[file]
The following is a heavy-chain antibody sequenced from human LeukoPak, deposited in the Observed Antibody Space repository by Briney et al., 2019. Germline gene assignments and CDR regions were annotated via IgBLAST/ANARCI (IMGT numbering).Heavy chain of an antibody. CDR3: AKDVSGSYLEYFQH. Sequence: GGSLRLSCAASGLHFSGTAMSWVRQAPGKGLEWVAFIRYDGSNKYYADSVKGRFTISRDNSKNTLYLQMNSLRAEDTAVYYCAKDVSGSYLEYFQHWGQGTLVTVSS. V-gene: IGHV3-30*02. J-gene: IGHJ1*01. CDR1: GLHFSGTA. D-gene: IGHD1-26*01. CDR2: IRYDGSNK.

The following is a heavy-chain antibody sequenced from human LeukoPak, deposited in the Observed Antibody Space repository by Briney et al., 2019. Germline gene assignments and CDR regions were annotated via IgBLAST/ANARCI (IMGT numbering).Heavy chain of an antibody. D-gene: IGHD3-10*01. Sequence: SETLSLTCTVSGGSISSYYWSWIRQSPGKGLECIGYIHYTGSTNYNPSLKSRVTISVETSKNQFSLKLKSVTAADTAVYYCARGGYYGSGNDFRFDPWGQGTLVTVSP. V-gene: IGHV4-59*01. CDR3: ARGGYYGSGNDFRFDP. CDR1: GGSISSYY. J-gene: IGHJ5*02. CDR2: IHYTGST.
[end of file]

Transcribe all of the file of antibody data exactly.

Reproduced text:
The following is a heavy-chain antibody sequenced from human LeukoPak, deposited in the Observed Antibody Space repository by Briney et al., 2019. Germline gene assignments and CDR regions were annotated via IgBLAST/ANARCI (IMGT numbering).Heavy chain of an antibody. CDR3: AKDVSGSYLEYFQH. Sequence: GGSLRLSCAASGLHFSGTAMSWVRQAPGKGLEWVAFIRYDGSNKYYADSVKGRFTISRDNSKNTLYLQMNSLRAEDTAVYYCAKDVSGSYLEYFQHWGQGTLVTVSS. V-gene: IGHV3-30*02. J-gene: IGHJ1*01. CDR1: GLHFSGTA. D-gene: IGHD1-26*01. CDR2: IRYDGSNK.

The following is a heavy-chain antibody sequenced from human LeukoPak, deposited in the Observed Antibody Space repository by Briney et al., 2019. Germline gene assignments and CDR regions were annotated via IgBLAST/ANARCI (IMGT numbering).Heavy chain of an antibody. D-gene: IGHD3-10*01. Sequence: SETLSLTCTVSGGSISSYYWSWIRQSPGKGLECIGYIHYTGSTNYNPSLKSRVTISVETSKNQFSLKLKSVTAADTAVYYCARGGYYGSGNDFRFDPWGQGTLVTVSP. V-gene: IGHV4-59*01. CDR3: ARGGYYGSGNDFRFDP. CDR1: GGSISSYY. J-gene: IGHJ5*02. CDR2: IHYTGST.